With all these items turning my Louise Carmen notebook into a wallet, you’ll notice that I left out the actual notebook! I’m always using so many other notebooks, I really don’t need one in my wallet, but I suppose I could rearrange things a bit to add a notebook if needed. If I ever manage to travel internationally again, I will also be able to insert my passport. This all makes a bulkier and larger wallet than I’ve used in decades, but so far, I don’t mind. I love the shape and feel of it, and it’s great being able to carry everything I need. And if more cards start to support Apple Wallet, I might be able to slim it down even more.

But to get back to the notebooks… The Louise Carmen branded inserts are attractive– a pretty minimalist black card stock cover, with just “notes” and the Louise Carmen brand stamped on the front, and the Louise Carmen website stamped on the back. 60 pages are stitched in a single signature, similar to Moleskine Cahiers, rather than the staple-bound Field Notes. Dotted and plain versions are available. The dotted version has numbered pages, and a header with a space for the date. It bothers me a little that on one side, the word “date” is on the left, and on the facing page, it’s in the middle. Why?? The numbering of the pages was also sometimes slightly cut off by the rounded corners. All the pages are perforated.

louise carmen notebook refill
louise carmen dot grid notebook

The paper is ok, but not great. It has a slight texture to it, and doesn’t feel as smooth as the silkier Moleskine and Nolty paper I’m used to. Some fountain pens bled through a little bit, at least on the dot-grid paper, but gel ink pens worked fine, and showed through perhaps a little less than average. My tests on the plain paper were better– Sailor Seaweed Indigo ink seemed to feather a bit, but nothing bled through, and the ink colors looked nice and vibrant. Some people may be fine with this paper, but since there are so many other options for refills in this size, it’s not like you’re stuck with it!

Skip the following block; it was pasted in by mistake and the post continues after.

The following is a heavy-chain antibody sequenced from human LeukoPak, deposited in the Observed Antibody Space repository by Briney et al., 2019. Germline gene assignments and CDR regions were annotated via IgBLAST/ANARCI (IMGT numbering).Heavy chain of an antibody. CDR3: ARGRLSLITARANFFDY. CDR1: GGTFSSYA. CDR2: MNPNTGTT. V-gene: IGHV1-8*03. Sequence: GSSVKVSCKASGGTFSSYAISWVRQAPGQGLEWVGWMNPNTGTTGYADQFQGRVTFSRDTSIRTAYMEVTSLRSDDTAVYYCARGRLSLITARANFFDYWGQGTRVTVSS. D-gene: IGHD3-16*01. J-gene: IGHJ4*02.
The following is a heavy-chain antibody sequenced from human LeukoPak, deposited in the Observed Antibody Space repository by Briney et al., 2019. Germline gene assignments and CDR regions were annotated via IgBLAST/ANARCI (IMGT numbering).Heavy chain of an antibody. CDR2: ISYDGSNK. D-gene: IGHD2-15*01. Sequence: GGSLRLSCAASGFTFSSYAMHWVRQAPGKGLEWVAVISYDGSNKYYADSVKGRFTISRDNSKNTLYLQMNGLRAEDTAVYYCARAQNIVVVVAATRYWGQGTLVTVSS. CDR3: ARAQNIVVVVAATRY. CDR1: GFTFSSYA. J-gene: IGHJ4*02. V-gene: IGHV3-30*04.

louise carmen dot grid notebook pen test
louise carmen notebook dot grid pen test back of page
louise carmen plain page notebook pen test
louise carmen notebook plain page pen test back of page

To sum up, I love this notebook/wallet. For me, it solves most of the problems that made me not love my Travelers Notebook. The wrap-around horizontal elastic will never be my favorite closure, but the overall design and quality of this notebook cover make it something I want to hold and fondle and use. It wasn’t cheap, but it’s versatile and durable enough that it should be useful for a very long time.

Stay tuned for Part 2 of this review tomorrow, where I’ll discuss options for purchasing a Louise Carmen notebook.

Notebook in “The Glass Onion”

My most recent Netflix viewing was The Glass Onion, which includes an incredible number of cameo appearances by celebrities. It also happens to include a fun cameo appearance by one of my favorite notebooks!

I won’t talk about how the notebook is involved in the plot, but here’s a few photos I grabbed.

Writing blurred so as not to give any spoilers!

The notebook seems to be one of my beloved Bindewerk Linen journals, with unlined pages. At first I thought the size might be a little larger than my 3.5 x 5.5″ notebooks– maybe 4×6. But it’s hard to tell and it could just be that Janelle Monáe’s hands are smaller than mine! It looks like they added a ribbon marker to it, at least in some shots, and a character’s initials are embossed on the cover. There were a couple of close-up shots of writing in the notebook where I thought the paper texture looked exactly like Bindewerk’s.

Here’s mine to show a comparison.

If it’s not a Bindewerk, I have no idea what brand it could be. And I can’t identify the slightly larger notebook that is shown on the table underneath it in the first photo. Let me know if you have any guesses!

Notebooks, journals, sketchbooks, diaries: in search of the perfect page…